From Bohemia to brave new world, a wine-drinking odyssey

The 16th-century façade of Prague’s Micovna Petiletka was restored in the 1950s by the communist regime. Note the hammer and sickle and five year plan scroll. Credit: Wikimedia Commons.

Alena Pergl-Wilson has worked in the hotel and restaurant trade since the 1970s, including a long spell as the owner of Roger’s—for many years one of the finest restaurants in the English Lake District—with her husband, well-known chef Roger Pergl-Wilson. Here she talks about making and drinking wine as a girl in communist-era Czechoslovakia; trying to get a decent bottle of wine in the UK in the 1970s; learning about wine; the wine trade over the last few decades; building wine lists for restaurants and hotels; and the simple art of enjoying yourself.

Homely wines and early bohemianism

My interest in and love of wine started pretty early on in life, partly due to my eccentric Bohemian1 grandmother and partly due to my tight-fisted father in the post-war communist outskirts of Prague. Granny was obsessed with making wine. She collected pretty well every kind of fruit as soon as it began to appear on the trees and bushes and set about the fermentation process in large glass demijohns, which she kept on top of her wardrobe.

A “Prague” stamp from 1956. Credit: Wikimedia Commons.

Unlike most viticulturists, she started her wine-making season in the spring, making dandelion and elderflower wines, and she usually ended the season with ‘Bread Crust Vintage’ after nature did away with the last of the berries, sloes and rose hips. My brother and I were the decanters, using long rubber pipes and drawing the alcohol away from the demijohns by sucking on the pipe to ease the flow of the unrefined alcohol. Thus by the time I was eight or nine years old I was already aware of the effect of alcohol on one’s mind and body. Often our wine making did not go to plan, the fermentation process was not adhered to properly and the the glass jars would explode, resulting in multi-coloured fruit-stained ceilings at granny’s house for the best part of my youth.

Yuri Gagarin
Cosmonaut and hero Yuri Gagarin in Berlin, 1963. He appears to be giving a wild cat a drink whilst being watched by enraptured Berliners. Credit: Wikimedia Commons.

As teenagers my brother and I were hugely popular with our schoolmates—granny supplied cheap plonk for many parties for years and by some miracle I don’t recall anyone losing their eyesight, though there were many post-festive headaches and stomach upsets. My claim to fame was to be severely reprimanded at my junior school after I invited several schoolmates to a celebration of Yuri Gagarin’s inaugural space flight in April 1961 and we were shopped by someone, apparently for making a nuisance of ourselves through under-aged drinking in a public park. My father used to play in bands, playing in grand halls and hotels in towns, and at village hall balls in surrounding villages, and at weddings, christenings and funerals; just about anywhere music was required. It was a custom to ply the musicians with alcohol instead of paying them and after the event my father would turn up home with several bottles of wine that had been opened and only partially drunk, and we used to drink the rest.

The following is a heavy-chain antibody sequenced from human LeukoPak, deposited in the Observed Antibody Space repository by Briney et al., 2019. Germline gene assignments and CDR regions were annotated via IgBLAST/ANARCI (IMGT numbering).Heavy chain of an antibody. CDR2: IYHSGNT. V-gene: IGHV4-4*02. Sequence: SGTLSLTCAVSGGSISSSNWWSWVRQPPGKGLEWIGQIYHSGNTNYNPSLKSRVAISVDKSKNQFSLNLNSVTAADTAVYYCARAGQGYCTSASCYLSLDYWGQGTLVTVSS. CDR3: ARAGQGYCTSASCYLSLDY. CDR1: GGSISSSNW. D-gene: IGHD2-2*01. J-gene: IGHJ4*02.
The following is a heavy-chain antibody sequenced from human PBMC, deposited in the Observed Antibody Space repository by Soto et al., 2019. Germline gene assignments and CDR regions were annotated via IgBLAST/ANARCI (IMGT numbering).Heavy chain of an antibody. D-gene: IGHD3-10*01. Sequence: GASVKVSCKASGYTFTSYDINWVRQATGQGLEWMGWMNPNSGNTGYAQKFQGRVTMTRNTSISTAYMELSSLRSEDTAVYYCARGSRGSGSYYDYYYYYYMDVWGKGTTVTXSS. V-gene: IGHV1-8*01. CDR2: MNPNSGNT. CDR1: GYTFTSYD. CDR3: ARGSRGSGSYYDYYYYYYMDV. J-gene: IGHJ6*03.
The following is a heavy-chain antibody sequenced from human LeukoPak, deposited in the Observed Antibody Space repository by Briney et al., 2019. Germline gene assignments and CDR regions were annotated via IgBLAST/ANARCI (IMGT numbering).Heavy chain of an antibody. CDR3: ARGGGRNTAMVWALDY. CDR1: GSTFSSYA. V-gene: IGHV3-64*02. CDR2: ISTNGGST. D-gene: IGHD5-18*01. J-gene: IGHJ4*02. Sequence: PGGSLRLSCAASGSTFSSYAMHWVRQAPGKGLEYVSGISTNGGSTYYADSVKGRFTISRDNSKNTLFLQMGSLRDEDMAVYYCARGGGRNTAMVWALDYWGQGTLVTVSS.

Bull’s blood, Soviet ‘champagne’ and Müller-Thurgau

A vineyard in Eger, Hungary, home of “Bull’s Blood”. Credit: Wikimedia Commons.

On special occasions my mum would splash out and buy a bottle of wine from the communist Gastronom. The selection was not great, but we were regular drinkers of Hungarian, Bulgarian and Romanian wines, and Soviet ‘champagne’. Egri Bikavér (“Bull’s Blood”), Badacsony and Balaton Riesling were our family tipples. When I became more sophisticated in my tastes and started to frequent more upmarket establishments, we would usually show off by opting for Moselle. As the country began to develop in the post-war era, Moravian terroir wines became increasingly available on the market. They were good and plentiful and the Müller-Thurgau grape and traditional wine making seemed to flourish again in the Moravian cellars. In Bohemia, the white wines from around Melnik, where the vineyards were first established in the 16th century, started to appear again and gradually communism began to take on a lighter side. A few wines from Austria also began to appear in the shops. Drinking wine was not only for special occasions, instead of going out for a coffee, we used to go out for 2 dcl (a decilitre is a tenth of a litre) of wine to Prague’s cafés and restaurants—it was a normal thing to do as the price of local wine was the same as or only a little more than that for a cup of coffee.

Drinking like the Romans

Mateus Rosé. Credit: Wikimedia Commons.

When I emigrated to the UK in 1968 I was surprised to find that one drank spirits and tea or milky, watery coffee, not wine. It was depressing as I tried to do what the Romans did. The wine list at places we could afford to go consisted of Blue Nun, Chianti and Mateus Rosé. With the development of tourism in Spain more cheap Spanish wines appeared in pubs and restaurants and so we lived mainly on Justina, consuming it in industrial quantities. It was not till in the 1970s, when my husband Roger and I became joint managers of a hotel, that we had to take an interest in compiling a wine list. We were incredibly fortunate that the main supplier was a well-established local wine merchant of great reputation and charm—Harold Youdell. He loved wine and was always more than willing to open bottles for us to taste (presumably finishing the rest when we’d gone). He was always keen to move his stock and we were good buyers as it was not our money that we were spending.

Chateau Petrus (Pomerol)
Château Pétrus in Pomerol. They make pre-eminently expensive claret. Credit: Wikimedia Commons.

Those were happy times—we had a good international wine list and our clientele still drank Mateus Rosé at a push, so every time we had to change the wine list we would keep the old stock and gradually drink it. Fantastic burgundies and clarets (red Bordeaux) figured at most of our private dinner parties, wonderful German Rieslings, terroir wines from Northern Italy—drinking days we now only dream of. American, Australian, South African and New Zealand wines were considered to be New World rubbish and we were more than happy to stick with our European selection.